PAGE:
Editor Paul Buhle is a veteran comic book writer, editor, and university professor of comic art. Paul says this is the first comic book of its kind, taking its place among various graphic retellings of the Bible, including the recent Manga Bible. And yet it also fits squarely within a long tradition of using visual art to illuminate the gospel story.

The format is relatively new territory for us, and therefore edgy. But so is the cast of participants in the book. The three illustrators are all recognized comic artists from a variety of backgrounds, each bringing a unique perspective on what’s so radical about Jesus. Sabrina Jones overlays the gospel stories with visual allusions to contemporary social justice issues; Nick Thorkelson introduces us to Catholic Worker communities; while Gary Dumm pays homage to Quakers, and their relationships with Native Americans. It’s refreshing to see how radical Christian discipleship has played out in so many ways in history, beyond our usual Anabaptist stories, and even beyond the language we use to tell them.

Coincidentally—or providentially?—another fall release is doing something similar, even though it is quite a different book. For God and Country (in that Order): Faith and Service for Ordinary Radicals by Iraq war veteran Logan Mehl-Laituri is what the author calls a kind of hagiography—a book of stories about saints. But the saints he profiles here are people who have served in the military and have struggled to come to terms with Jesus’ call to the way of peace and nonviolence.

Many of these people were, or became, conscientious objectors. Some, like Logan, left the military when they encountered the gospel. Others felt God’s call to serve in non-combatant roles, such as chaplaincy or in the medical corps. Some, including Logan, maintain a deep compassion for their fellow-soldiers—especially today, when soldiers come home psychologically wounded, often ignored or criticized by the church, and every bit in need of the gospel as smug pacifists in armchairs.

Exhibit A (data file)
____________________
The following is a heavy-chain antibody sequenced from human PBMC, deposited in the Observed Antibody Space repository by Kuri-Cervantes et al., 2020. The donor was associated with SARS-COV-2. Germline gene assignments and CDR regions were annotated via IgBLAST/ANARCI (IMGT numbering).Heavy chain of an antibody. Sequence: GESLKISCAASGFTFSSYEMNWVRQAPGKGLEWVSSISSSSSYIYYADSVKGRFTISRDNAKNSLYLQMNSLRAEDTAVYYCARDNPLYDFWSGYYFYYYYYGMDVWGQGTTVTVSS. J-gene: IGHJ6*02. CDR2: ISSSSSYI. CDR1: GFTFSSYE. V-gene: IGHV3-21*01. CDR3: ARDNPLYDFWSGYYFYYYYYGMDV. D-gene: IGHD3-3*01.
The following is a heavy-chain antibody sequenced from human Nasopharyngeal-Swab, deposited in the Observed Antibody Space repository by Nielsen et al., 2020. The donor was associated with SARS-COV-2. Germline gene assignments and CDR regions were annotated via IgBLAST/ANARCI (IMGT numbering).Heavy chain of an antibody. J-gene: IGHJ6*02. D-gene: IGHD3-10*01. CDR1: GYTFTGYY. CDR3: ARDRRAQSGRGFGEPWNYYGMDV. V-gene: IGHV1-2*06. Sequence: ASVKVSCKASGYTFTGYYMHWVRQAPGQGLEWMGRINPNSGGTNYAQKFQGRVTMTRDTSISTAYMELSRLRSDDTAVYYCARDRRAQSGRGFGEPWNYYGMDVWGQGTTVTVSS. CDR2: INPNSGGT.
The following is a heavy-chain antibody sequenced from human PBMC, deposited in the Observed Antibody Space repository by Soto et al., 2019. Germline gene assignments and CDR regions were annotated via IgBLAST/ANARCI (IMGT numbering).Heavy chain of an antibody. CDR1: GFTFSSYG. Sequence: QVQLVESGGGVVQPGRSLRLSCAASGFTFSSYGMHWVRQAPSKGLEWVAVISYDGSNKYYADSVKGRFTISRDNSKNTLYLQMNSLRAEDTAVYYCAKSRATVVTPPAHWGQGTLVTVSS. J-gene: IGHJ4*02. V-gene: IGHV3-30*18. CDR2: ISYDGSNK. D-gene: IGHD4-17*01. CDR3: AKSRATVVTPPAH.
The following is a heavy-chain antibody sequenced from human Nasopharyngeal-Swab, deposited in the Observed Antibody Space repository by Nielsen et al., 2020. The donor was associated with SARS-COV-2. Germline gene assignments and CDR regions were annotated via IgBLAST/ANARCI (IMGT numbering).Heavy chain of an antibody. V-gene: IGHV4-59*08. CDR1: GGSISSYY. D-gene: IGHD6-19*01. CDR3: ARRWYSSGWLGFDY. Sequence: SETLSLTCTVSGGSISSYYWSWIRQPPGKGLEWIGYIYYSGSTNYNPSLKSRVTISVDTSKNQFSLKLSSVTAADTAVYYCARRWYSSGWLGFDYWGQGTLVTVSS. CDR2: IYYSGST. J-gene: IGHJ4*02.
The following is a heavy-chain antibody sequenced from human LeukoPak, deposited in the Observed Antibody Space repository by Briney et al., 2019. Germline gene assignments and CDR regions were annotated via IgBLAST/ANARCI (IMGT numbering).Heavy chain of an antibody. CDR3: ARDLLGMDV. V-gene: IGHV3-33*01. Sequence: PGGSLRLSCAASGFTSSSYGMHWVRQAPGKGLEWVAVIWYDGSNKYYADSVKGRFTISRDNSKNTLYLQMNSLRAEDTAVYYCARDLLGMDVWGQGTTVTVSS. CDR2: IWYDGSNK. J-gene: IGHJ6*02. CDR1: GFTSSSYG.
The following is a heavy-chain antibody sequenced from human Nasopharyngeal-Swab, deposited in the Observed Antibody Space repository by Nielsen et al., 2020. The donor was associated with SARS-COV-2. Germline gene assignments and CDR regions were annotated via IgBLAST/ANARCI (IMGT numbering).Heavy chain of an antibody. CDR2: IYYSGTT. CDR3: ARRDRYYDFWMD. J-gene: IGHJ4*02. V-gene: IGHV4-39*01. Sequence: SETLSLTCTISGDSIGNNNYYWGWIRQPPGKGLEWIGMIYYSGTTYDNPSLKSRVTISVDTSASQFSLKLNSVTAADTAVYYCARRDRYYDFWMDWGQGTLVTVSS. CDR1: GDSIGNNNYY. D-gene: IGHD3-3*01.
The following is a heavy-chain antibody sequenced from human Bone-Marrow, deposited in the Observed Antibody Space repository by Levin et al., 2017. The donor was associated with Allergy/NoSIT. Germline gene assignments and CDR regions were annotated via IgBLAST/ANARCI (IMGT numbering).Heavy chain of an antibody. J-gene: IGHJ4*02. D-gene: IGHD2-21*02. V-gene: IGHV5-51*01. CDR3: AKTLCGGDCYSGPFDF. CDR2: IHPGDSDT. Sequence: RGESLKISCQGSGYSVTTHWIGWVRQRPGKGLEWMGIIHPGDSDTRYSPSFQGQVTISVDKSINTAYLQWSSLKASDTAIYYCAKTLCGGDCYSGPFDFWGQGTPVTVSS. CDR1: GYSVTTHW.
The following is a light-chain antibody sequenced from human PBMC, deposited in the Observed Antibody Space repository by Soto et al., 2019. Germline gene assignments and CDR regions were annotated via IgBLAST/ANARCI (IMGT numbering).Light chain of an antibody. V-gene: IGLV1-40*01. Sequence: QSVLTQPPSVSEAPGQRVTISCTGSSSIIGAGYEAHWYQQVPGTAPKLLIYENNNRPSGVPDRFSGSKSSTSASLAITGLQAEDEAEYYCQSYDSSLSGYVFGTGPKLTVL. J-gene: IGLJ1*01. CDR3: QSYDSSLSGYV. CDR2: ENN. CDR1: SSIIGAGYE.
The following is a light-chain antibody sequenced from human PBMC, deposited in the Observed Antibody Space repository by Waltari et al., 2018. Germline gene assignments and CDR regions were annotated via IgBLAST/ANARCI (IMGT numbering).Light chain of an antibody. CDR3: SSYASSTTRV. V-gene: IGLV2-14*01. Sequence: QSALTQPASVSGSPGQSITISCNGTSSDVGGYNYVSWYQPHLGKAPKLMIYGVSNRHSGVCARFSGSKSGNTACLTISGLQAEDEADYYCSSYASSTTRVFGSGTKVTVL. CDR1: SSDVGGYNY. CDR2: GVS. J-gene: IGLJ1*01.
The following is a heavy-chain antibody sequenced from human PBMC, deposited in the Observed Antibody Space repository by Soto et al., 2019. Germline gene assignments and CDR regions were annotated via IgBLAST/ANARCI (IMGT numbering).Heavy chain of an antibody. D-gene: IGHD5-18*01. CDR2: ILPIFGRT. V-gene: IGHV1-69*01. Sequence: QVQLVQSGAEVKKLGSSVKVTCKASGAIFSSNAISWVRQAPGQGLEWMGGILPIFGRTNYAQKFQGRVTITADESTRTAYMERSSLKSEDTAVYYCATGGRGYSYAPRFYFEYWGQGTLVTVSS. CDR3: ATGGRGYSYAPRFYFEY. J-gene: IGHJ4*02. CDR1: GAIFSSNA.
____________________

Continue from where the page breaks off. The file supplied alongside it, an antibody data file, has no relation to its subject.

Like Radical Jesus, this book begins in the Bible and then combs history for stories of faithful people—in this case, those who worked that treacherous borderland between civic duty and nonviolence. These “saints” are not perfect—and one or two, such as the biblical Samson, are downright bad examples. Warriors such as Deborah in Judges and Cornelius in the book of Acts show courage and faithfulness. St. Francis and St. Joan of Arc challenge militarism in their own ways. North Americans serving in the increasingly brutal context of high-tech warfare find themselves all the more convinced of Jesus’ way of peace.

For Mennonites and other pacifists who reject all participation in things military, some of the stories in For God and Country will shatter comfort zones. But maybe that’s healthy. It will help us be a little less judgmental of those who have interpreted Jesus’ call slightly differently. It will help us appreciate the difficult path that people of faith in the military walk every day. It will arouse us to compassion for those who have been wounded by war. It will jostle us out of the smugness that so easily tempts us, especially if we are not on the front lines of violence ourselves.

In editing both these books, I have become even more convinced that the way we grow in our faithfulness is by walking the edges, not staying in the comfortable middle. Even for those of us who wish to claim a “radical” faith—we can become settled in our radical identity. These books shake us up a little—just as the gospel itself does.

IMG_6160Byron is managing book editor for Herald Press, MennoMedia’s tradebook division.He works out of his home in Winnipeg, Manitoba.